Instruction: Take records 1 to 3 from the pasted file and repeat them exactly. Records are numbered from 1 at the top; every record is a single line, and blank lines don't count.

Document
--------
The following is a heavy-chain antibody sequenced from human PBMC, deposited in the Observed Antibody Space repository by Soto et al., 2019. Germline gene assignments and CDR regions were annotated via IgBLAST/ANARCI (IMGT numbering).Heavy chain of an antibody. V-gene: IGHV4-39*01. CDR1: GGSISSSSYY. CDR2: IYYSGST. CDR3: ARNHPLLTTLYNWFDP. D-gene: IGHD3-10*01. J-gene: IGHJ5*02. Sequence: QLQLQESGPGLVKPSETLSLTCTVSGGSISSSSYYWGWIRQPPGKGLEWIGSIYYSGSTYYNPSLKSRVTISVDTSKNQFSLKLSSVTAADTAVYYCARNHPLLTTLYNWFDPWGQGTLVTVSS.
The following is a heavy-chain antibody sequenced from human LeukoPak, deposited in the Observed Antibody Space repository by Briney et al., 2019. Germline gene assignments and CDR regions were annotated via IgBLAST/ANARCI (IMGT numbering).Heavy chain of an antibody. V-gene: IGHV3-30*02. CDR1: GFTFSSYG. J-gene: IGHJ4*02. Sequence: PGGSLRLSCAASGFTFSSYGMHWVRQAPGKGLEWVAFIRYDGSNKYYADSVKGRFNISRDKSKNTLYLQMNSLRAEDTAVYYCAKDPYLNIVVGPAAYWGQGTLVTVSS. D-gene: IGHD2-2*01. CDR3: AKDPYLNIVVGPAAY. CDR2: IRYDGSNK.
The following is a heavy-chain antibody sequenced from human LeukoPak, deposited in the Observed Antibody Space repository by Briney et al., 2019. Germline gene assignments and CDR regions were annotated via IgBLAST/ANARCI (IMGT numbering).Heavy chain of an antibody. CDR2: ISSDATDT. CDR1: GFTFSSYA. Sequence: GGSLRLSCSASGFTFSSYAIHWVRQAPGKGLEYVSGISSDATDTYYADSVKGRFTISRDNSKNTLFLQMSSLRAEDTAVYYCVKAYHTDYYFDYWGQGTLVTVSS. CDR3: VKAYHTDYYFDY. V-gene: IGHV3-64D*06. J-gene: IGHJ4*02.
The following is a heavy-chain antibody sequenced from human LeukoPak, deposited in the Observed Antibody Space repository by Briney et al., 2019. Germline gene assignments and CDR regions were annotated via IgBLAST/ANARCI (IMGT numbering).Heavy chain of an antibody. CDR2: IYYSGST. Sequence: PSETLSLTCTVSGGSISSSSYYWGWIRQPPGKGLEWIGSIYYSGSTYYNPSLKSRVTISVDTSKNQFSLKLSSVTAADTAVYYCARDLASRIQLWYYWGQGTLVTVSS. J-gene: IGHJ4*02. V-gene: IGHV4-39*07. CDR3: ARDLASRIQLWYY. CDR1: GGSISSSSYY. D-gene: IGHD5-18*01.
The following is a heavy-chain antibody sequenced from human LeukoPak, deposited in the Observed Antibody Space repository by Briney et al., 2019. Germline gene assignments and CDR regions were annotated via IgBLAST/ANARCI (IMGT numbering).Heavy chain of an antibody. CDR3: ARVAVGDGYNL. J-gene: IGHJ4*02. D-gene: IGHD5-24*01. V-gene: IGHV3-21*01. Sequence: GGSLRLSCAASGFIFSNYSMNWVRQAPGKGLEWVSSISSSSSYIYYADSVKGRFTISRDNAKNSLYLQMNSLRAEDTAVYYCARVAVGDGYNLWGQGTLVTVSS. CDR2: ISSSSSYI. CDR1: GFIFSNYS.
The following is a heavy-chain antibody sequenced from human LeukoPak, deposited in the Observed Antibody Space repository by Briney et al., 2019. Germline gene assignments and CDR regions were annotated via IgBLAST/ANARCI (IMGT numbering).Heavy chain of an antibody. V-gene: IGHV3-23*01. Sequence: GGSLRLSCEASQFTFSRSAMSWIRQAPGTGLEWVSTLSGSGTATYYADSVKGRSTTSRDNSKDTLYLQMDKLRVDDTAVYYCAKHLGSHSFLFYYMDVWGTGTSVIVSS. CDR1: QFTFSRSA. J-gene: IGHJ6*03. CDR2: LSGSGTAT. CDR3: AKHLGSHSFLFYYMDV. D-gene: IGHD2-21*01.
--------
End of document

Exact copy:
The following is a heavy-chain antibody sequenced from human PBMC, deposited in the Observed Antibody Space repository by Soto et al., 2019. Germline gene assignments and CDR regions were annotated via IgBLAST/ANARCI (IMGT numbering).Heavy chain of an antibody. V-gene: IGHV4-39*01. CDR1: GGSISSSSYY. CDR2: IYYSGST. CDR3: ARNHPLLTTLYNWFDP. D-gene: IGHD3-10*01. J-gene: IGHJ5*02. Sequence: QLQLQESGPGLVKPSETLSLTCTVSGGSISSSSYYWGWIRQPPGKGLEWIGSIYYSGSTYYNPSLKSRVTISVDTSKNQFSLKLSSVTAADTAVYYCARNHPLLTTLYNWFDPWGQGTLVTVSS.
The following is a heavy-chain antibody sequenced from human LeukoPak, deposited in the Observed Antibody Space repository by Briney et al., 2019. Germline gene assignments and CDR regions were annotated via IgBLAST/ANARCI (IMGT numbering).Heavy chain of an antibody. V-gene: IGHV3-30*02. CDR1: GFTFSSYG. J-gene: IGHJ4*02. Sequence: PGGSLRLSCAASGFTFSSYGMHWVRQAPGKGLEWVAFIRYDGSNKYYADSVKGRFNISRDKSKNTLYLQMNSLRAEDTAVYYCAKDPYLNIVVGPAAYWGQGTLVTVSS. D-gene: IGHD2-2*01. CDR3: AKDPYLNIVVGPAAY. CDR2: IRYDGSNK.
The following is a heavy-chain antibody sequenced from human LeukoPak, deposited in the Observed Antibody Space repository by Briney et al., 2019. Germline gene assignments and CDR regions were annotated via IgBLAST/ANARCI (IMGT numbering).Heavy chain of an antibody. CDR2: ISSDATDT. CDR1: GFTFSSYA. Sequence: GGSLRLSCSASGFTFSSYAIHWVRQAPGKGLEYVSGISSDATDTYYADSVKGRFTISRDNSKNTLFLQMSSLRAEDTAVYYCVKAYHTDYYFDYWGQGTLVTVSS. CDR3: VKAYHTDYYFDY. V-gene: IGHV3-64D*06. J-gene: IGHJ4*02.